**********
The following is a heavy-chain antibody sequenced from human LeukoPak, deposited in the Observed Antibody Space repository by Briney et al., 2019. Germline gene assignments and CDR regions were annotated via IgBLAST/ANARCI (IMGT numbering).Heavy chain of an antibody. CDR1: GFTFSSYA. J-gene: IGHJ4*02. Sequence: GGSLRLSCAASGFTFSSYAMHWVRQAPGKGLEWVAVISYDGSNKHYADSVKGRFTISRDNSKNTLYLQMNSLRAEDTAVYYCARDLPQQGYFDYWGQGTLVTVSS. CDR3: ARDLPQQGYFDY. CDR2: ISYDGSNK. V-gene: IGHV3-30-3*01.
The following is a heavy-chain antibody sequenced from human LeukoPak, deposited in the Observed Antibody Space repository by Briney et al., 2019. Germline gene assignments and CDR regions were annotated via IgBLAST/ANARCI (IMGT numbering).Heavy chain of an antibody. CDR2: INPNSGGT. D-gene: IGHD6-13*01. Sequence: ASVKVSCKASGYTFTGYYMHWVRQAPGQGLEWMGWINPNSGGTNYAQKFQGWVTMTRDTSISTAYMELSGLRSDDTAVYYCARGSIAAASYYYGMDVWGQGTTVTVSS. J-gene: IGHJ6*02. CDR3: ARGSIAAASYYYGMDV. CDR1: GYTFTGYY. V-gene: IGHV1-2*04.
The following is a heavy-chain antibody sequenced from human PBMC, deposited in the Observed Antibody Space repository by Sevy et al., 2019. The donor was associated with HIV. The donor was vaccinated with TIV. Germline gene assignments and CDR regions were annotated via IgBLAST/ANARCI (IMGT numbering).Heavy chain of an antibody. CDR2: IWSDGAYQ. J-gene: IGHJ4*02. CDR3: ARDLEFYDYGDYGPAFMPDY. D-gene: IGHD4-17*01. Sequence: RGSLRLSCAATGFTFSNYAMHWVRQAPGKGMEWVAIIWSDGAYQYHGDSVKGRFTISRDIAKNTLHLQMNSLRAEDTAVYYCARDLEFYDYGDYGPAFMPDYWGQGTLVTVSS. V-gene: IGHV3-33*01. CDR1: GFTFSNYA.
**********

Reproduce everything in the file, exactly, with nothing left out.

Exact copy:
The following is a heavy-chain antibody sequenced from human LeukoPak, deposited in the Observed Antibody Space repository by Briney et al., 2019. Germline gene assignments and CDR regions were annotated via IgBLAST/ANARCI (IMGT numbering).Heavy chain of an antibody. CDR1: GFTFSSYA. J-gene: IGHJ4*02. Sequence: GGSLRLSCAASGFTFSSYAMHWVRQAPGKGLEWVAVISYDGSNKHYADSVKGRFTISRDNSKNTLYLQMNSLRAEDTAVYYCARDLPQQGYFDYWGQGTLVTVSS. CDR3: ARDLPQQGYFDY. CDR2: ISYDGSNK. V-gene: IGHV3-30-3*01.
The following is a heavy-chain antibody sequenced from human LeukoPak, deposited in the Observed Antibody Space repository by Briney et al., 2019. Germline gene assignments and CDR regions were annotated via IgBLAST/ANARCI (IMGT numbering).Heavy chain of an antibody. CDR2: INPNSGGT. D-gene: IGHD6-13*01. Sequence: ASVKVSCKASGYTFTGYYMHWVRQAPGQGLEWMGWINPNSGGTNYAQKFQGWVTMTRDTSISTAYMELSGLRSDDTAVYYCARGSIAAASYYYGMDVWGQGTTVTVSS. J-gene: IGHJ6*02. CDR3: ARGSIAAASYYYGMDV. CDR1: GYTFTGYY. V-gene: IGHV1-2*04.
The following is a heavy-chain antibody sequenced from human PBMC, deposited in the Observed Antibody Space repository by Sevy et al., 2019. The donor was associated with HIV. The donor was vaccinated with TIV. Germline gene assignments and CDR regions were annotated via IgBLAST/ANARCI (IMGT numbering).Heavy chain of an antibody. CDR2: IWSDGAYQ. J-gene: IGHJ4*02. CDR3: ARDLEFYDYGDYGPAFMPDY. D-gene: IGHD4-17*01. Sequence: RGSLRLSCAATGFTFSNYAMHWVRQAPGKGMEWVAIIWSDGAYQYHGDSVKGRFTISRDIAKNTLHLQMNSLRAEDTAVYYCARDLEFYDYGDYGPAFMPDYWGQGTLVTVSS. V-gene: IGHV3-33*01. CDR1: GFTFSNYA.